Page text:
MOSCOW (Reuters) - Russia plans to pitch its OFZ treasury bonds denominated in yuan to Chinese investors, as a safeguard in case an expansion of U.S. sanctions on Russia prompts other foreign investors to exit the bonds, a Russian deputy finance minister said on Friday.
Sergei Storchak told reporters that Konstantin Vyshkovsky, head of the state debt department at the Finance Ministry, plans to visit China soon for a non-deal road show of yuan-denominated OFZ bonds.
The road show is one of the first practical signs of Russia preparing itself for the potential impact if the United States expands the scope of the sanctions that it imposed over Moscow’s role in the Ukraine crisis.
OFZ bonds are a major source of borrowing for the government, which has already raised over 1.4 trillion roubles ($23.65 billion) via the paper so far this year.
The bonds have attracted Western investors seeking good returns, but this makes Russia vulnerable to losing those investors, so Moscow is looking to Asia to plug the gap.
“We have been traditionally meeting regulators, now the task is a bit wider - to meet not only regulators but also potential investors who would be ready to buy bonds on the Moscow Exchange,” Storchak said.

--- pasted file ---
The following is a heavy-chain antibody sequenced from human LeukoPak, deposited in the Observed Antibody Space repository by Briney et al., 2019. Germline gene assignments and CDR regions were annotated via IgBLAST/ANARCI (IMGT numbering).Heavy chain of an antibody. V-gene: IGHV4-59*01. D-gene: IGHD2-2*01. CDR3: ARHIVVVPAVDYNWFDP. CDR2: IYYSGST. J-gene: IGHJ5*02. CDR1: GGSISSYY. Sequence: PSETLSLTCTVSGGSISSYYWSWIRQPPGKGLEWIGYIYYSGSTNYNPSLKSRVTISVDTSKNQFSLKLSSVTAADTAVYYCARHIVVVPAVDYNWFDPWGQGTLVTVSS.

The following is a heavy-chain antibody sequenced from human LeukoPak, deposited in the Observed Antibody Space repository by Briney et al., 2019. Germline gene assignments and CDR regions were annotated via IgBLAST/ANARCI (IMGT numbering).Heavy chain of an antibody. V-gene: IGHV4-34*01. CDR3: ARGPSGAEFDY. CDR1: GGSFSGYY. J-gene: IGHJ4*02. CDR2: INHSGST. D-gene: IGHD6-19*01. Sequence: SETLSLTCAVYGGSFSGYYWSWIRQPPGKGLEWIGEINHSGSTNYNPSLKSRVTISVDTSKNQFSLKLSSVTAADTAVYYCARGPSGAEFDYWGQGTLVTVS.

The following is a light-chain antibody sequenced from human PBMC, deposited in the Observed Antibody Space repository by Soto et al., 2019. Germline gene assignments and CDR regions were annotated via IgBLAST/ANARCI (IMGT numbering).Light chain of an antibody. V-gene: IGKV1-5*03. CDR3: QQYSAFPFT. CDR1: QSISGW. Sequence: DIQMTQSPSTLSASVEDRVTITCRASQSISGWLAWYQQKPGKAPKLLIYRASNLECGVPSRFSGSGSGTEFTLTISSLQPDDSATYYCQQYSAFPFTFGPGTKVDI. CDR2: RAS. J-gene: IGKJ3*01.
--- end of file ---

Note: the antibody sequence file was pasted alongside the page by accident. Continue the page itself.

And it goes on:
“We are laying the groundwork to have an alternative just in case our traditional investors take fright. They might be frightened by the new sanctions regime ... We need to be prepared for that.”
In August, U.S. President Donald Trump signed into law a new package of sanctions drafted by U.S. lawmakers. One of the provisions asks the U.S. Treasury Secretary to submit a report on the impact of expanding sanctions to cover Russian sovereign debt.
That report is still pending. Currently, Russian sovereign debt-raising is not directly prohibited by U.S. or European sanctions.
Storchak did not say how much Russia plans to offer in yuan-denominated OFZs but said the offer would not be huge, so China’s authorities should not worry about large capital outflows.
Russia has said in the past it planned to raise the equivalent of $1 billion in yuan through the OFZs.
Following a pause after the Ukraine crisis flared up and sanctions were imposed, the Russian Finance Ministry returned to global debt markets last year, raising $3 billion in Eurobonds, but borrowing via OFZs remains key.
Foreign investors, many of them American, held some 2 trillion roubles ($34 billion), or almost 32 percent of the total OFZ bonds outstanding, as of Sept. 1, according to central bank data.
OFZs offer attractive returns since the central bank’s key interest rate is 8.25 percent, higher than in many other markets.
This year Russia has started selling treasury bonds to ordinary Russians. Storchak said the Finance Ministry might soften the rules for citizens’ OFZ holdings, to boost demand.
($1 = 59.2490 roubles)
Writing by Katya Golubkova; Editing by Christian Lowe and Kevin Liffey